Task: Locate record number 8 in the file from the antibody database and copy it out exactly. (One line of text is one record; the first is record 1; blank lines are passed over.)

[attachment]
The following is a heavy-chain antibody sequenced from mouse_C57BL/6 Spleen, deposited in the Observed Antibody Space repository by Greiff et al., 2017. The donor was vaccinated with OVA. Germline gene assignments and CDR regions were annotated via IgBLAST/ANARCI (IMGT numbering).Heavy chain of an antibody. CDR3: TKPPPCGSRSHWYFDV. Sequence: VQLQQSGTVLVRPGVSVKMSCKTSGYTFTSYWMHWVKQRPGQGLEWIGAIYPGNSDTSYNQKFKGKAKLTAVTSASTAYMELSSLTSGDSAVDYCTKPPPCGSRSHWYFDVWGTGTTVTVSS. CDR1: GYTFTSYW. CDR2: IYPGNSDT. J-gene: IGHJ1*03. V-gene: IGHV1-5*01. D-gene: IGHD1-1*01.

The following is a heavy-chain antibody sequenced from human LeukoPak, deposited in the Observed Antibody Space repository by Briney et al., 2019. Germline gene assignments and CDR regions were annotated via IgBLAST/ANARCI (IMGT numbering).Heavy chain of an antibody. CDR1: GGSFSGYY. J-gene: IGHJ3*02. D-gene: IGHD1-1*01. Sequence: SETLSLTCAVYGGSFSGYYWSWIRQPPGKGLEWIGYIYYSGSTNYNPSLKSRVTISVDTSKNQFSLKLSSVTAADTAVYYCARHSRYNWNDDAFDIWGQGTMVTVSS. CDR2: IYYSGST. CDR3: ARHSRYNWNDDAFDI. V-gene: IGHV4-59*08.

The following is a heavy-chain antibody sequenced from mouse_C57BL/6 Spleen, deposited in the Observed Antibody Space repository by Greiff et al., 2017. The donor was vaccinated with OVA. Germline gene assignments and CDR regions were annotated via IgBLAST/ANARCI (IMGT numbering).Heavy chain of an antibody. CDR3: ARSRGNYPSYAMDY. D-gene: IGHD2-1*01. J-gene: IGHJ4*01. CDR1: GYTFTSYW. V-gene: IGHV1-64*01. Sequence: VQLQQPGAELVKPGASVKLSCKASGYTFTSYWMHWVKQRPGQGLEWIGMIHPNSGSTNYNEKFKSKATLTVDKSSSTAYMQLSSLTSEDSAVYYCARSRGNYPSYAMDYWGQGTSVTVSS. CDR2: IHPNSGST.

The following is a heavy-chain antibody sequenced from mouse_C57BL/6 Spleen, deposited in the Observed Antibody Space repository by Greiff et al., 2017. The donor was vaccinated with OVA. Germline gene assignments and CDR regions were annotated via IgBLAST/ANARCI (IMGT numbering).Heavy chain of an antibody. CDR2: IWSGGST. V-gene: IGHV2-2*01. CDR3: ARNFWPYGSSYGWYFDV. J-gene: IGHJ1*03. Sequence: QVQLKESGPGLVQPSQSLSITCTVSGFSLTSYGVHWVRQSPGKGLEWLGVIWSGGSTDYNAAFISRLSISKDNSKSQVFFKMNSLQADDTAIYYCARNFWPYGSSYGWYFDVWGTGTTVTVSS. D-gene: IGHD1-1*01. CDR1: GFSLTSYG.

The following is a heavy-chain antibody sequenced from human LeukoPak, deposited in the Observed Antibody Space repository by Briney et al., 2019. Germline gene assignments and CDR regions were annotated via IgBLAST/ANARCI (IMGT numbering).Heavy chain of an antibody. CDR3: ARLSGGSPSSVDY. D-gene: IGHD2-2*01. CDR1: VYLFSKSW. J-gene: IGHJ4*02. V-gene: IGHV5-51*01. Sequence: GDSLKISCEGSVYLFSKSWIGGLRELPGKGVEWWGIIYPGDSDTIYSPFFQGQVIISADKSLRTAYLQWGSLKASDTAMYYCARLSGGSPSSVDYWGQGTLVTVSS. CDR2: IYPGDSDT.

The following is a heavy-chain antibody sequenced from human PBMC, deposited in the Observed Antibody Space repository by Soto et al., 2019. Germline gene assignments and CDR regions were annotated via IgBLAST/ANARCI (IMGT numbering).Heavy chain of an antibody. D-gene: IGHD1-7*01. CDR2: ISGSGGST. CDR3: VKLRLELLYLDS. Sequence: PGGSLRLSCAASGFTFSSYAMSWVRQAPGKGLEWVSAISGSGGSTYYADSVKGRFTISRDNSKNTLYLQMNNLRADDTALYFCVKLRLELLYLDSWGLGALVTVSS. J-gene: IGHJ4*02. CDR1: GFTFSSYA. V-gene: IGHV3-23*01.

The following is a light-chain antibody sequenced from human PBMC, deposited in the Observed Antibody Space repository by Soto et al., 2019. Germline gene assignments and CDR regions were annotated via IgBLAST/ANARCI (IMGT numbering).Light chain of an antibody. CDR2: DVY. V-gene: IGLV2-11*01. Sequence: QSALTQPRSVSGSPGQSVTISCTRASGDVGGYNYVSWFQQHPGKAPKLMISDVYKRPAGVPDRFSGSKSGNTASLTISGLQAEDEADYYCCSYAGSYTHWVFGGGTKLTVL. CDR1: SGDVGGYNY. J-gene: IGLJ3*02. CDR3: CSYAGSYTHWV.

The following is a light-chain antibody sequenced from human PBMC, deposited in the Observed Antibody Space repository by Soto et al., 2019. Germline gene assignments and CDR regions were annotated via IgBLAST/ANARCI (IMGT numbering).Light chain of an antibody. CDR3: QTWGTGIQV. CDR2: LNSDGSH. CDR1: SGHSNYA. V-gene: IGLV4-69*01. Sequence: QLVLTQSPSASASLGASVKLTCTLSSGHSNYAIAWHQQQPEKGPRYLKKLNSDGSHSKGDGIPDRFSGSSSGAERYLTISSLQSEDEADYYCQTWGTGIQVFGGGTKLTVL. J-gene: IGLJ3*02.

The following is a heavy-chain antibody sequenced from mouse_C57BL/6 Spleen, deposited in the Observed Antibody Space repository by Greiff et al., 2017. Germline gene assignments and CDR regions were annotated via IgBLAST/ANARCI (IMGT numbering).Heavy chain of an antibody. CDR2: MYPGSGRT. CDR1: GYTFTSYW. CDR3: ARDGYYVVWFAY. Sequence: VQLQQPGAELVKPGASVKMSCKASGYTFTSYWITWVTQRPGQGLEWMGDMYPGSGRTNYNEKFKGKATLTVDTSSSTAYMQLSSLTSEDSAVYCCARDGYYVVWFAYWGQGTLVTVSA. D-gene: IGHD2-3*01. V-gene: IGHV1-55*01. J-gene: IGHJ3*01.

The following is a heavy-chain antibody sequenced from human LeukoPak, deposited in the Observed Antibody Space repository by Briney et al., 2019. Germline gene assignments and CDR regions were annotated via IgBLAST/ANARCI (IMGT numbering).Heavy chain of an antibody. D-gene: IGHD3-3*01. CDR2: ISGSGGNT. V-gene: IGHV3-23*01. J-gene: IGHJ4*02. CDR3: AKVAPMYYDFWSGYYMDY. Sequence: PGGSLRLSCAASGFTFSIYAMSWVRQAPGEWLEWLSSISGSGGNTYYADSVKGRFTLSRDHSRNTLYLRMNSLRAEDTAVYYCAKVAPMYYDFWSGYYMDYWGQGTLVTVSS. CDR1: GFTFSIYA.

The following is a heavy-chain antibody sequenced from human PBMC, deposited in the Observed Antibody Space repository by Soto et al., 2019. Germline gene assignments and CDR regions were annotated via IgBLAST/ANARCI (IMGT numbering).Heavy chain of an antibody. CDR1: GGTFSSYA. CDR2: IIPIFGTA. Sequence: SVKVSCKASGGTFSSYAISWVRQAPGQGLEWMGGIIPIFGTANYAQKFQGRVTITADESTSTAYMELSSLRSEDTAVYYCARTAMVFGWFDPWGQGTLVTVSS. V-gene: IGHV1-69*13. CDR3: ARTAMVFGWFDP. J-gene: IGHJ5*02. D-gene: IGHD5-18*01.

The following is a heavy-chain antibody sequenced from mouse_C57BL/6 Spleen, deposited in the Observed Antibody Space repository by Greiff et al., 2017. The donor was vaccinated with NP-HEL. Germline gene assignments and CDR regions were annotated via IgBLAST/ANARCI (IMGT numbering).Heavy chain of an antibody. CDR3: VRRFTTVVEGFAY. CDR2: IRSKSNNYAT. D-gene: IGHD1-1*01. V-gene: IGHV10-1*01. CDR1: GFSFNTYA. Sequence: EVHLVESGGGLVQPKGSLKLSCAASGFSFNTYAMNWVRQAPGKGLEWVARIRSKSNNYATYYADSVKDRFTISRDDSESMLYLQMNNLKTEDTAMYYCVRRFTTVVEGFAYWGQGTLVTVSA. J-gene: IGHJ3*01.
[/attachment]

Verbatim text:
The following is a light-chain antibody sequenced from human PBMC, deposited in the Observed Antibody Space repository by Soto et al., 2019. Germline gene assignments and CDR regions were annotated via IgBLAST/ANARCI (IMGT numbering).Light chain of an antibody. CDR3: QTWGTGIQV. CDR2: LNSDGSH. CDR1: SGHSNYA. V-gene: IGLV4-69*01. Sequence: QLVLTQSPSASASLGASVKLTCTLSSGHSNYAIAWHQQQPEKGPRYLKKLNSDGSHSKGDGIPDRFSGSSSGAERYLTISSLQSEDEADYYCQTWGTGIQVFGGGTKLTVL. J-gene: IGLJ3*02.